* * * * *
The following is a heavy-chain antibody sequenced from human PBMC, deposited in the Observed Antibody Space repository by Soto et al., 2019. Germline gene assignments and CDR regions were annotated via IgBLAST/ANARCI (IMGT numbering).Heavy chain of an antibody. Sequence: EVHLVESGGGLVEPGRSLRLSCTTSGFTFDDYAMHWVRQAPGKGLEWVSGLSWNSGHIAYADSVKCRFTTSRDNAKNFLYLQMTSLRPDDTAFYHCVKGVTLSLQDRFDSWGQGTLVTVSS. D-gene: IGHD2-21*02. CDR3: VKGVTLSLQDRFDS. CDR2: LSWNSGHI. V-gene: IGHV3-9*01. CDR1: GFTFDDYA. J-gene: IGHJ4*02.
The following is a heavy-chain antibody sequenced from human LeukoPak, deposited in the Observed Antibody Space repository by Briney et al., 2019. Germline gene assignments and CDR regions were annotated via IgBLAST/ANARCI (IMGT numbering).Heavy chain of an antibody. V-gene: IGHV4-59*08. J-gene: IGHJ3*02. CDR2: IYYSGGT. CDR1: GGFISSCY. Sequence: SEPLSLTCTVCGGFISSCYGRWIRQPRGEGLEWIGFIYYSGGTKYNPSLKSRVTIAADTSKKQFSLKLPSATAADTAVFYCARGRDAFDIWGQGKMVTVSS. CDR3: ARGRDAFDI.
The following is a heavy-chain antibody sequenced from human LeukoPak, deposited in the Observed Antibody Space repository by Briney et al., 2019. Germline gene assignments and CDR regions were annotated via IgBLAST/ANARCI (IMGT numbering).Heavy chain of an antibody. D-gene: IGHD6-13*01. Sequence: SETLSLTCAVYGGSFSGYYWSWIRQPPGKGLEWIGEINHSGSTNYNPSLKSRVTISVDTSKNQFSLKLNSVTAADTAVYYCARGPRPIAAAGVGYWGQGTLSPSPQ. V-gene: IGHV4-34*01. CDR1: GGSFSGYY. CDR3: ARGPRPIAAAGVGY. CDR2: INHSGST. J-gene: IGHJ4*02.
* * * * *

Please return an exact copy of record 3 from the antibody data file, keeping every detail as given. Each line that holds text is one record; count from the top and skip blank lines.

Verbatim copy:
The following is a heavy-chain antibody sequenced from human LeukoPak, deposited in the Observed Antibody Space repository by Briney et al., 2019. Germline gene assignments and CDR regions were annotated via IgBLAST/ANARCI (IMGT numbering).Heavy chain of an antibody. D-gene: IGHD6-13*01. Sequence: SETLSLTCAVYGGSFSGYYWSWIRQPPGKGLEWIGEINHSGSTNYNPSLKSRVTISVDTSKNQFSLKLNSVTAADTAVYYCARGPRPIAAAGVGYWGQGTLSPSPQ. V-gene: IGHV4-34*01. CDR1: GGSFSGYY. CDR3: ARGPRPIAAAGVGY. CDR2: INHSGST. J-gene: IGHJ4*02.